Mislabeled geniuses and IQ tests

Dunce cap (Edison)
Many of the greatest geniuses, such as Newton, Maxwell, and Einstein—were all viewed as ‘dunces’ in childhood were labeled and or considered, by teachers, parent, or themselves, as dunces in childhood. [1] As Thomas Edison stated himself, on his experience at Port Huron school: [5]

“I used never to be able to get along at school. I don’t know what it was, but I was always at the foot of the class. I used to feel that the teachers never sympathized with me and that my father thought I was stupid, and at last I almost decided that I really must be a dunce.”

It seems to be an "inverse genius relationship phenomenon" of sorts.
In genius studies, mislabeled geniuses and IQ tests refers to the oftentimes paradoxical or in some cases inverse relationship amid famous geniuses who performed poorly or at mediocre or average level on intelligence tests, failed entrance exams, flunked grades, etc., and thereby were labeled as imbeciles, dunces, retarted, mentally inept or slow.

Those who many consider the three greatest scientific minds of all time, namely: Newton, Maxwell, and Einstein, to cite a commonly discussed example, were all viewed as ‘dunces’ in childhood, but in historical retrospect resulted to be great geniuses. [1]

Shown below, ordered by date of synthesis (birth), are some of the more famous examples amid the top 1000 geniuses to have been labeled or mis-labeled as non-geniuses in youth:

Polish astronomer and general polymath Nicolaus Copernicus (1473-1543), whose On the Revolution of the Heavenly Spheres initiated the scientific revolution, was, supposedly, assigned by Lewis Terman, the inventor of the IQ scale, with an IQ of 100 to 110, i.e. just above average in intellect?

“The American hereditarian Lewis Terman, the man most responsible for instituting IQ tests in America, retrospectively calculated Gallon's IQ at above 200, but accorded only 135 to Darwin and a mere 100-110 to Copernicus (see pp. 213-218 on this ludicrous incident in the history of mental testing). Darwin, who approached hereditarian arguments with strong suspicion, wrote after reading Hereditary Genius: ‘You have made a convert of an opponent in one sense, for I have always maintained that, excepting fools, men did not differ much in intellect, only in zeal and hard work’ (in Galton, 1909, p. 290). Galton responded: ‘The rejoinder that might be made to his remark about hard work, is that character, including the aptitude for work, is heritable like every other faculty’.”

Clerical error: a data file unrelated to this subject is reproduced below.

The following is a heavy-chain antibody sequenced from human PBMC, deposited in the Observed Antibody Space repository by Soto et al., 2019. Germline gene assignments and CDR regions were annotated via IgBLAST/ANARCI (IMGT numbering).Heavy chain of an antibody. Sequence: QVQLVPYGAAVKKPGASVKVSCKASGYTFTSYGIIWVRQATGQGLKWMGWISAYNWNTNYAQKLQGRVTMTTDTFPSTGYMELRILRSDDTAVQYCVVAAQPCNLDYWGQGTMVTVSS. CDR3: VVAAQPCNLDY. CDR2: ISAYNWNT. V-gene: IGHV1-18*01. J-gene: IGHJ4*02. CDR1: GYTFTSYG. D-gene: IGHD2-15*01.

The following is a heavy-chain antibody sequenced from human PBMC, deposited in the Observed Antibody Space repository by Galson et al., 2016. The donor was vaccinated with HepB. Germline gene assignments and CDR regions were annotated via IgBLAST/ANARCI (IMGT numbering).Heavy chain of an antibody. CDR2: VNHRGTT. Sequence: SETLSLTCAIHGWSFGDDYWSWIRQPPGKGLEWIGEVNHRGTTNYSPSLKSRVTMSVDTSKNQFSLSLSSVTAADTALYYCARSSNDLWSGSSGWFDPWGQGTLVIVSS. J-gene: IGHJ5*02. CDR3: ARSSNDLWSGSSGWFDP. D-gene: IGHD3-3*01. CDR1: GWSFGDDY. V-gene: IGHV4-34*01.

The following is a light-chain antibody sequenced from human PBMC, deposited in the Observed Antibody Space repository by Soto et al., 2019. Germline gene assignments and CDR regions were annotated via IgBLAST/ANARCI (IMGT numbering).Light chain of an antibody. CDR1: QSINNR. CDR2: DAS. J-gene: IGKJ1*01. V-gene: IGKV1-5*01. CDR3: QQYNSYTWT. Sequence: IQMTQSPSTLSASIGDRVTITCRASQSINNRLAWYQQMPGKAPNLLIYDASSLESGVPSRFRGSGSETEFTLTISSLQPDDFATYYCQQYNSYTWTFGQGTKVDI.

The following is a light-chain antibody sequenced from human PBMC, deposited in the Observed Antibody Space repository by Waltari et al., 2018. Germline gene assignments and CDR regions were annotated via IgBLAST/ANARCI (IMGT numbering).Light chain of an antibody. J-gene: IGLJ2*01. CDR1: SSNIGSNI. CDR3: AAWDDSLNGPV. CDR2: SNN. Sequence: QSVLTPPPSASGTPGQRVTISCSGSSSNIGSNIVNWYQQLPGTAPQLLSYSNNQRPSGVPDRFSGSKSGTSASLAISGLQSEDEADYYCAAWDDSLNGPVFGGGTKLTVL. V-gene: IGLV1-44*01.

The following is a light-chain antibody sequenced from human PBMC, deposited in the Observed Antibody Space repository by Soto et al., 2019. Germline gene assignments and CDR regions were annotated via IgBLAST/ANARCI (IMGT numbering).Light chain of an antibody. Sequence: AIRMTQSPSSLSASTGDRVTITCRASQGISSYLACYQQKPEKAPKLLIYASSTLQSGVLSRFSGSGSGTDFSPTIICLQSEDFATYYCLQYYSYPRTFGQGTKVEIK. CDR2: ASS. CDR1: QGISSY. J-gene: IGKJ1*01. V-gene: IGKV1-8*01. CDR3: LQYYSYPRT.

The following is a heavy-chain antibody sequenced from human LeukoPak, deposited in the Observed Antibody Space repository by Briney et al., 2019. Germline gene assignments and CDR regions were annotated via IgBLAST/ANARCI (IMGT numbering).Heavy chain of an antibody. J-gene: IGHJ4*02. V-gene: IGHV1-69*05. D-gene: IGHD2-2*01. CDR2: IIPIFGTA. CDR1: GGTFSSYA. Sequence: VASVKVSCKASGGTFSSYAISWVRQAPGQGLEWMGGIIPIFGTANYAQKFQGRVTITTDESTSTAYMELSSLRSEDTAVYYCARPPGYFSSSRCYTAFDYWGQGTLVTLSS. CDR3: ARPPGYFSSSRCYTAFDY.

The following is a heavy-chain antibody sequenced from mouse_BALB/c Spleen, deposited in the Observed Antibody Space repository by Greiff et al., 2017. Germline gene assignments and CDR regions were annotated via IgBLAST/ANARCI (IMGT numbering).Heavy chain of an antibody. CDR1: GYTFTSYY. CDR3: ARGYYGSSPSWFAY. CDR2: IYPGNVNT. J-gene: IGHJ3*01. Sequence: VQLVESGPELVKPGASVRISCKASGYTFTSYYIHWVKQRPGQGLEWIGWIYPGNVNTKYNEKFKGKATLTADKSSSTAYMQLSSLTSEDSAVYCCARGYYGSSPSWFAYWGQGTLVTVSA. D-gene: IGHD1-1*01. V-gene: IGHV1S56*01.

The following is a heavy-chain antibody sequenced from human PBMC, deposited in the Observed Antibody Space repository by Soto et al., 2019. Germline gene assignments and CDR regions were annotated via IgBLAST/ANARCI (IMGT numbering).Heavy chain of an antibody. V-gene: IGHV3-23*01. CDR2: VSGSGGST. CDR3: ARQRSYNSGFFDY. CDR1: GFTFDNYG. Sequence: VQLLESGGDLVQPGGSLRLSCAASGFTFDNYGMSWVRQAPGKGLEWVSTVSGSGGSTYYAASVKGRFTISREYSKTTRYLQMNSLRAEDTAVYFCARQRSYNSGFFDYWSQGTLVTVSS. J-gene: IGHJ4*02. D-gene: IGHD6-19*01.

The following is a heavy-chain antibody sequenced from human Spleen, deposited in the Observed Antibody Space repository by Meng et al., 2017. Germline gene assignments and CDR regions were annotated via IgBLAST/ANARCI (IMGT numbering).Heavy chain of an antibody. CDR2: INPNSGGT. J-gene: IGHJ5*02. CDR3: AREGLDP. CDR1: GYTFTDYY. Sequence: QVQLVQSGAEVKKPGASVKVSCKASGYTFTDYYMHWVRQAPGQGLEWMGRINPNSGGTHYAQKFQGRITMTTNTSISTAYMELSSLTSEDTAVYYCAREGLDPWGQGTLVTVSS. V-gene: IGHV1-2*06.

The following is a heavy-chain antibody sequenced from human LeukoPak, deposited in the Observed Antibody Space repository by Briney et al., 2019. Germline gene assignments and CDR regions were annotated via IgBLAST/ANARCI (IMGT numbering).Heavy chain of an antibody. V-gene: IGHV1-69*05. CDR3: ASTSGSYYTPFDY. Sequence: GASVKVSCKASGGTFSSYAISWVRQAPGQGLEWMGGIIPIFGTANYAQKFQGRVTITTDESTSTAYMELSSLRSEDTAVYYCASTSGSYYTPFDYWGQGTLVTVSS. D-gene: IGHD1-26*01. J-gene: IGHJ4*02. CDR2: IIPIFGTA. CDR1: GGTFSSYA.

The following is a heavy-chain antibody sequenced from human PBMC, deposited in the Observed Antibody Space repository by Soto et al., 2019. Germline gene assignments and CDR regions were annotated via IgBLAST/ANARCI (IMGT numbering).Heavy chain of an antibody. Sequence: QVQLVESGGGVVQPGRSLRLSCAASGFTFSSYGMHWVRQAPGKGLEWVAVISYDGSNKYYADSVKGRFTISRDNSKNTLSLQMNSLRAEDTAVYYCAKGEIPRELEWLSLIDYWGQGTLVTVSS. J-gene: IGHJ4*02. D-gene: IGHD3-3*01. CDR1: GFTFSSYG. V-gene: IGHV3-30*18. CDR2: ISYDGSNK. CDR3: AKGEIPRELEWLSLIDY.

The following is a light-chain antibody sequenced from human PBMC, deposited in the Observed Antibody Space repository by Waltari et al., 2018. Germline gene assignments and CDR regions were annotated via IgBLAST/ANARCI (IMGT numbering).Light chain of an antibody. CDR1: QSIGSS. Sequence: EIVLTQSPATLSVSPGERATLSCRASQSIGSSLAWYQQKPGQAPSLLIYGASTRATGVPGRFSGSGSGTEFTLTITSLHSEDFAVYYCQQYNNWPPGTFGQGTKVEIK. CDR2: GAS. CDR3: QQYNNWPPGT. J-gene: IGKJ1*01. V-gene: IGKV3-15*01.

Stephen Gould (2006), The Mismeasure of Man [6]

English physicist Isaac Newton (1642-1727), supposedly, did poorly in grade school. [3]

Tolstoy | Flunked college
Russian existentialism writer Leo Tolstoy (1829-1910), noted human particle theorists, presently ranked as a top 25 greatest literary author ever, flunked out of college. [3]

American inventor Thomas Edison (1847-1931), as a boy, was told by his teachers that he was too stupid to learn anything. [3]

Poincare | IQ:35 [?]
French physicist Henri Poincare (1854-1912) famously so poorly on the Binet IQ that he was judged an imbecile (IQ=35); although we now rank him at IQ=195.

British politician and Nobel laureate Winston Churchill (1874-1965) failed sixth grade. [3]

Albert Einstein (1879-1955), supposedly, was three or four years old before he could speak and seven before he could read—he was born with a misshapen head: as a result, his parents feared he was mentally retarded; he so withdrawn or "set outside the group" that one governess nicknamed him ‘Father Bore’. Einstein latter attempted to skip high school by taking an entrance exam to the Swiss Polytechnic, a top technical university, but famously failed the art portion.

American chemist Linus Pauling (1901-1994) who we now rank, in retrospect, at IQ=190, notably, failed to take some required American history courses and did not qualify for his high school diploma. The school awarded him the diploma 45-years later only after he had won two Nobel Prizes.